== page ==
It is possible to keep vegetables in a cold or cold area for a number of months.

Root crops such as potatoes and carrots are the most popular but onions, parsnips and squash also keep well. Make sure that all vegetables are clean and free of cuts and bacteria.

Produce such as apples that give of an ethylene gas should not be placed with produce that is susceptible to the gas.

How you store excess produce will determine how long it will keep and how it is eaten.

When trying something new, make a small batch to insure it is something that will be eaten before preserving a large amount.

Linda Tomlinson is a horticulturalist that lives near Rocky Mountain house. She can be reached at www.igardencanada.com or your_garden@hotmail.com

Just Posted

Case of former MLA facing sex-related charges in court

Former Sylvan Lake-Innisfail MLA Don MacIntyre’s case returns to court on May 3

Central Alberta pharmacists decry fee reductions for services

Government funding cuts to Alberta pharmacies will hurt patient care, said about… Continue reading

Horses left in trailer found in the ditch near Bentley returned to owners, no charges laid

Two horses found in an abandoned trailer near Bentley have been returned… Continue reading

RCMP close intersection where Humboldt Broncos bus, transport truck collided

REGINA — Police have closed the intersection where the team bus for… Continue reading

Supreme Court upholds law in cross-border beer case, averting trade shakeup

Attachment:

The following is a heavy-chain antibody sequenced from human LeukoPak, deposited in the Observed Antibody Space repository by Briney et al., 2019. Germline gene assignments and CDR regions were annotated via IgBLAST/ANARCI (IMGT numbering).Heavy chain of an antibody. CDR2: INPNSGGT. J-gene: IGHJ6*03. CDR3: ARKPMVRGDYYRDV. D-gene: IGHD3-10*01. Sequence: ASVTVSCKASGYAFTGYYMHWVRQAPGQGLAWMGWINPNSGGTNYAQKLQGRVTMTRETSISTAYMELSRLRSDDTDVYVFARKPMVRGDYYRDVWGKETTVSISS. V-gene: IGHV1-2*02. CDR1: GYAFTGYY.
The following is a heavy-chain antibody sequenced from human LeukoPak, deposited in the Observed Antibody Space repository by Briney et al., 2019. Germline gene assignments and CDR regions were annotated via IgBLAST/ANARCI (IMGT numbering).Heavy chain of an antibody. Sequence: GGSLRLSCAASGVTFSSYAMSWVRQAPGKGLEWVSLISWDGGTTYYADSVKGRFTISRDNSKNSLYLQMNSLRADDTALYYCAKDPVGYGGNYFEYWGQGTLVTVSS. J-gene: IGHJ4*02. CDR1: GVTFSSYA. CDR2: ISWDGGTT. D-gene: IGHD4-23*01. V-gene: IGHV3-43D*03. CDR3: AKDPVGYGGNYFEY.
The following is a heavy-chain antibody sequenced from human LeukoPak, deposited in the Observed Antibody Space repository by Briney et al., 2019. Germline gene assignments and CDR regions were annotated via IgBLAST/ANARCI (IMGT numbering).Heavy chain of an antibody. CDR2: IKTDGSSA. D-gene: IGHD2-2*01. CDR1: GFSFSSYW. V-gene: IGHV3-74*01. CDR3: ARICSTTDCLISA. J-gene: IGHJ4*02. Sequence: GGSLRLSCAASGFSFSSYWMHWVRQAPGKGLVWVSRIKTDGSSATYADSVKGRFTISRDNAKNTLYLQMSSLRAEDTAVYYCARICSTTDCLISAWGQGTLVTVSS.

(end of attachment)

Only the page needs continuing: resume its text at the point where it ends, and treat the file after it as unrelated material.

OTTAWA — The Supreme Court of Canada has affirmed the constitutionality of… Continue reading

WATCH: Red Deer’s newest public art unveiled

Red Deer’s latest “ghost” sculpture is a love letter to the game… Continue reading

WATCH: This is a story about a stoned raccoon at a fire station

An unusual pair showed up in the pre-dawn hours at Fire Station… Continue reading

Plastic makers’ credit ratings may be hit by pollution rules

Plastic packaging makers may be less credit-worthy in the future as governments… Continue reading

Black Press Media acquires two new Alaska newspapers

New Media Investment Group to acquire the Akron (OH) Beacon Journal while Black Press Media takes on daily newspapers in Juneau and Kenai Alaska

‘Dining of the future’: vegan restaurant boom fuelled by meat eaters

Foodies say Canada is in the midst of a renaissance in plant-based… Continue reading

Northbound QEII traffic to return to northbound lanes as contruction continues south of Red Deer

Though the Hwy 2/Gaetz Avenue interchange still has months until completion, some… Continue reading

Howard commencement to feature “Black Panther” Boseman

WASHINGTON — The “Black Panther” is returning to his alma mater to… Continue reading

Armed police will patrol rail stations at royal wedding

LONDON — British officials say armed and undercover police officers will patrol… Continue reading

Power largely restored across Puerto Rico after blackout

SAN JUAN, Puerto Rico — Puerto Rico’s power company said Thursday that… Continue reading

Most Read

Five-day delivery plus unlimited digital access for $185 for 260 issues (must live in delivery area to qualify) Unlimited Digital Access 99 cents for the first four weeks and then only $15 per month Five-day delivery plus unlimited digital access for $15 a month